posted by anotherthink at 9:32 AM on November 19, 2018


Despite its terrible name, Eddie Bauer's Girl On the Go trench is just what you want (if you wear women's clothing). I rarely put the liner in, as it's so freaking warm.
posted by The corpse in the library at 12:47 PM on November 19, 2018


I have this Carhartt, and live in Vermont. I rarely wear more than a sweatshirt under this, if that. LOVE this coat.
posted by terrapin at 1:23 PM on November 19, 2018


Just so you're aware, the real problem with true waterproofing on a very cold-weather coat is that moisture buildup WITHIN the coat can become a comfort issue, because the waterproofing works both ways! You'll notice a lot of these ski jackets have "pit zips" and the like--that's because of moisture buildup. I think it's a lot more of a problem if you're exercising in the coat, for obvious reasons, but that's why (besides cost) you'll see some fancy coats go water-resistant rather than waterproof. Just a thought, doesn't necessarily mean you shouldn't go waterproof.
posted by praemunire at 1:33 PM on November 19, 2018 [1 favorite]


I recently wanted something similar and tried on *a lot* of coats.

The top contender was the North Face Defdown Parka GTX (here

Linked is women's but there is also a men's version.

It is down, and is extremely warm and cozy. Hauling in on feels like putting on a heavy duvet. The arms have cozy wrist warmers that flip over into little makeshift mittens. The hood fur can be kept folded back or folded over forwars forward extra protection and warmth.

It is also Gore-tex, so breathable and waterproof.

It's matte and has a nice texture.

And I find it just looks *good* on.
posted by EarnestDeer at 4:06 PM on November 19, 2018


A down jacket designed for low cost construction will leak heat from every seam. Look for a jacket with baffles, avoid one with sewn-through construction. Drawing and explanation of the difference.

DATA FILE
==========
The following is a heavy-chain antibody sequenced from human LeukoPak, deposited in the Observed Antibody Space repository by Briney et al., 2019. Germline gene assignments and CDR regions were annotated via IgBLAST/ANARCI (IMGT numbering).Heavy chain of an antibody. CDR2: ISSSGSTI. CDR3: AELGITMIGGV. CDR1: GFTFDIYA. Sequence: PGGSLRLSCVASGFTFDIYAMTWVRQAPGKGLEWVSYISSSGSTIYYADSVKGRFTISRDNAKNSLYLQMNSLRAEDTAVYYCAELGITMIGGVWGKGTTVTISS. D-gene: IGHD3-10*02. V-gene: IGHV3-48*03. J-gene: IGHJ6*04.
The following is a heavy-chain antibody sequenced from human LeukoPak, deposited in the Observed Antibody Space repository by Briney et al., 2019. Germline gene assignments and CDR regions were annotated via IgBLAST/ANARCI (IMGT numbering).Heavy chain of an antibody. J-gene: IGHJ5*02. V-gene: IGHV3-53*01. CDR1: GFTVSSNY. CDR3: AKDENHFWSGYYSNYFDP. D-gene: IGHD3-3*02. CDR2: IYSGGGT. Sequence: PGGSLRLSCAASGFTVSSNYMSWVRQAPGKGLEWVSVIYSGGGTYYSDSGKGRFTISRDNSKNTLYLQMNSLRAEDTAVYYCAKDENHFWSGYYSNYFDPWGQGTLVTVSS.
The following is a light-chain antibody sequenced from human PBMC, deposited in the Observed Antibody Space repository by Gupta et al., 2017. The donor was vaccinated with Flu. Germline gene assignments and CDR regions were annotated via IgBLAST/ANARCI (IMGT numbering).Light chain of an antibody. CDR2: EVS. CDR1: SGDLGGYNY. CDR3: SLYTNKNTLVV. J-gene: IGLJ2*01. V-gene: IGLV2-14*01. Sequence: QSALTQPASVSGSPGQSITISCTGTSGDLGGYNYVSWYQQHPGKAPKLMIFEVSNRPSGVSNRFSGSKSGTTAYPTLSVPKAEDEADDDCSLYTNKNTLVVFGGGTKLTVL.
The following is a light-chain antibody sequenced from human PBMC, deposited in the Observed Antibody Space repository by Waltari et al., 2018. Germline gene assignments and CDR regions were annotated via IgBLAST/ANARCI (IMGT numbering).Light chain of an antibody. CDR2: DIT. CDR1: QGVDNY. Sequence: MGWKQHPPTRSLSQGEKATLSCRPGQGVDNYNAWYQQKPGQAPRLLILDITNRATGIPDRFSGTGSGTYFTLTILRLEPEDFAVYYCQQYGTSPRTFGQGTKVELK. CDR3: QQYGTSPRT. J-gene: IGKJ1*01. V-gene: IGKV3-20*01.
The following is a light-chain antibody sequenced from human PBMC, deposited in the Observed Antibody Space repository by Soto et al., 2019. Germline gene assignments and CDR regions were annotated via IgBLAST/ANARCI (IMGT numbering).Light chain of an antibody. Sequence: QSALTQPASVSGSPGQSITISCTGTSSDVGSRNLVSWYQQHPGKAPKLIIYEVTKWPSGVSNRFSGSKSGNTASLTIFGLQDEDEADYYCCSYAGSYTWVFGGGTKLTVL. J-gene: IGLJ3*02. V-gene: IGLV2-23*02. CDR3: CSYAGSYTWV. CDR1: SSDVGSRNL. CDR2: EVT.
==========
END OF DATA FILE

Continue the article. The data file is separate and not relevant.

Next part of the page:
posted by Homer42 at 6:26 PM on November 19, 2018


Came back in for a longer answer. Down does not perform well when wet. In rain, it will get damp both from high humidity and your perspiration. Wool or synthetic makes a lot more sense here. You want waterproof, not just water resistant, for an hour in rain. Read catalog descriptions with care. If it's raining, it's above 30F, so you need water and wind proof more than a ton of insulation. A poorly sealed seam can let in lots of water in rain, so check to see if the seams are sealed. Seam sealer is a thing. You need the ventilation areas in good rain gear.

I recommend LL Bean because I live near them and have used many of their products. I've worked on the phones; feel free to call them and discuss your preferences with the rep. Look for a coupon; 25% is frequent. Here are some good options. You will find similar options at REI, Eddie Bauer etc.
women-s-h2off-rain-primaloft-lined-jacket-print and h2off-rain-jacket-primaloft-lined
all-season-3-in-1-coat
tek-o2-3l-storm-jacket I think this is what you want.

I have a light gore-tex jacket that I throw over a wool sweater and that serves me well. I also have a pile of fleece pullovers and vests, down coat for very cold weather, basket of glove, hats mittens near the door, and a variety of wool scarves* because, Maine. Don't overlook the need to keep hands, head, feet warm and dry. If I lose enough weight to wear my nice raincoat, sweet, but in the meantime I'm warm and dry.

*and a fave muffler crocheted by a qonsmas giver!
posted by theora55 at 10:25 AM on November 20, 2018